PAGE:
Once at the top of this main section, the stream briefly flattened out over a few more smaller cascades before hitting a fork. The left side looked like it flowed over a trio of steeper cascades and it didn't appear that anyone was going up that way. The right side looked like it flowed over a few more gentler sloping cascades and this was the way we saw most tourists take. This part of the stream also became hidden away from those not willing to go into the water. Since I didn't risk bringing my DSLR camera with me into the water here, I didn't capture any more additional photos about that section.

Eventually after this last section, the stream bent back towards the walkway where there was the uppermost exit. That concluded the typical "get wet" tour, and that was where participants would rejoin the paved walkway and dry off. The stream really flattened out further upstream of this point so it was pretty much the end of the most interesting part of the climb. We saw a handful of people stay in the water and keep going upstream, but it didn't look like there was much more to see from what we could tell.




[Back to top]

PHOTO JOURNAL

The human chain going up the main section of Dunn's River FallsThe human chain going up the main section of Dunn's River Falls
Looking over the bottommost cascade of Dunn's River Falls towards the colorful Caribbean SeaLooking over the bottommost cascade of Dunn's River Falls towards the colorful Caribbean Sea
Looking up the bottommost cascades of Dunn's River FallsLooking up the bottommost cascades of Dunn's River Falls
After visiting Dunns River Falls, we had ourselves a lunch at Scotchies near Ocho Rios (not the original one at Mo Bay) for some signature Jamaican Jerk BBQAfter visiting Dunns River Falls, we had ourselves a lunch at Scotchies near Ocho Rios (not the original one at Mo Bay) for some signature Jamaican Jerk BBQ
The entrance to the Dunn's River FallsThe entrance to the Dunns River Falls

Descending stepsDescending steps

The banyan treeThe banyan tree

The main section of the falls before the arrival of the tourist crushThe main section of the Dunns River Falls before the arrival of the tourist crush

Looking down the lowermost sections of Dunns River Falls towards the Caribbean SeaLooking down the lowermost sections of Dunns River Falls towards the Caribbean Sea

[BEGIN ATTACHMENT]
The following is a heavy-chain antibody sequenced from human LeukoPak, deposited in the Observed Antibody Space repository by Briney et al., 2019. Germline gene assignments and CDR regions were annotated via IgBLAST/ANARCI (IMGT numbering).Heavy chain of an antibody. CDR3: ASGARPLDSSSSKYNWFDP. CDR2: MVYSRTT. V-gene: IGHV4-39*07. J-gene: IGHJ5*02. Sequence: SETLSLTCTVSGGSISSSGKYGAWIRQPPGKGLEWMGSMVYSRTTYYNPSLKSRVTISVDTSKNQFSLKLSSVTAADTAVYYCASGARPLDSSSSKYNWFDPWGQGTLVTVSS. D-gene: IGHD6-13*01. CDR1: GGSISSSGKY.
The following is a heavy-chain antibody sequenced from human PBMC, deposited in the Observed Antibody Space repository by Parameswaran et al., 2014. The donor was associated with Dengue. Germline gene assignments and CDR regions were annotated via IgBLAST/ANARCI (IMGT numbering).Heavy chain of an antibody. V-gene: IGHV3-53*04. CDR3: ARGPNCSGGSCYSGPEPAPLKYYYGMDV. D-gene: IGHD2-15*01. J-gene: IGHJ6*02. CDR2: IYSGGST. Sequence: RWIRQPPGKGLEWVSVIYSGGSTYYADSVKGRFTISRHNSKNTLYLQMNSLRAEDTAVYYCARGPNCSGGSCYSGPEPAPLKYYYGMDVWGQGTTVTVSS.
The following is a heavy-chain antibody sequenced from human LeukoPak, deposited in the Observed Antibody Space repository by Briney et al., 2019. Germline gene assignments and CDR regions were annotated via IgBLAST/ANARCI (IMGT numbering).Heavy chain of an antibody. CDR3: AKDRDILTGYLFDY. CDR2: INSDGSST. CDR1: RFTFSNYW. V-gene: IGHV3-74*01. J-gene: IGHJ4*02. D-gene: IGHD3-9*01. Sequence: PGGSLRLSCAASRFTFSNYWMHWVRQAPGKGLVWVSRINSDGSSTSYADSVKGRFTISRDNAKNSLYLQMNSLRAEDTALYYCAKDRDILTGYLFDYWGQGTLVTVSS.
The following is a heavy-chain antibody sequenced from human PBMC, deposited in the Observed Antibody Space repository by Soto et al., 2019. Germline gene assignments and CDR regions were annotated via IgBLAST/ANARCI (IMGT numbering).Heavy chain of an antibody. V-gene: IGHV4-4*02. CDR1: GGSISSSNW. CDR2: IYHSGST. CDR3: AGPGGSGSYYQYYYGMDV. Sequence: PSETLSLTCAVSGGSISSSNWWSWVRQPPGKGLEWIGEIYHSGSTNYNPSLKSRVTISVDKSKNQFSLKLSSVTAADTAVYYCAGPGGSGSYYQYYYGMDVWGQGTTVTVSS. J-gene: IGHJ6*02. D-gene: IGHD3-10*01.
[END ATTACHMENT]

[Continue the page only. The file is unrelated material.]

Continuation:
Starting the climb up the falls from the beachStarting the climb up the falls from the beach

Context of onlookers with some folks climbing up some of the cascades as the river was about to round a bendContext of onlookers with some folks climbing up some of the cascades as the river was about to round a bend

This is how busy it can get hereThis is how busy it can get here

Some tourists climbing up the main section in a human chainSome tourists climbing up the main section in a human chain

People walking up the right side of the forkPeople walking up the right side of the fork

The steeper left side of the forkThe steeper left side of the fork


[Back to top]

VIDEOS OF THE FALLS


Right to left sweep of the main section of the falls


Left to right sweep from the top of the lowermost tiers ending at the Caribbean Sea


Right to left circular sweep starting from the beach fringing the Caribbean Sea and ending at the base of the falls with a final zoom-in on the climbers almost making it to the top of this section


[Back to top]

DRIVING DIRECTIONS

The turnoff for Dunns River Falls is right off the main highway (A3) about 4km west of Ocho Rios. It took us roughly 15 minutes to ride from the Sandals in Ocho Rios to get here. Ocho Rios was about 100km east of Montego Bay (Mo Bay).

The admission price at the time of our visit in late 2011 was $20 USD per person not including transportation costs.




[Back to top]

ITINERARIES

For more information about our itineraries involving this waterfall, check out the following links.




[Back to top]

MAP OF THE FALLS



Click here for the full World of Waterfalls map





[Back to top]

TRIP REPORTS

For more information about our experiences with this waterfall, check out the following travel stories.




[Back to top]

TRIP PLANNING RESOURCES




[Back to top]

NEARBY WATERFALLS




[Back to top]

RELATED PAGES



Have You Been To This Waterfall?

Share your experience!

Click here to see visitor comments for this waterfall

Click here to see visitor comments for other waterfalls that we've visited in this region

Click here to go to the Comments Main Page

You can use the form below, but if you find our host's interface too troublesome to use (especially if you're trying to upload photos), then just send a text submission anyways using the form, but also let us know that you'd like to attach photos. If you've provided an email address via the form, then we can reply back acknowledging your request, and you can then reply to that email with your photo attachments. We're very sorry about this, but there's not much we can do about SBI's terrible interface.



[Back to top]

[Go to the Jamaica Waterfalls Page]

[Go to the Caribbean Page]


[Return from Dunns River Falls to the World of Waterfalls Home Page]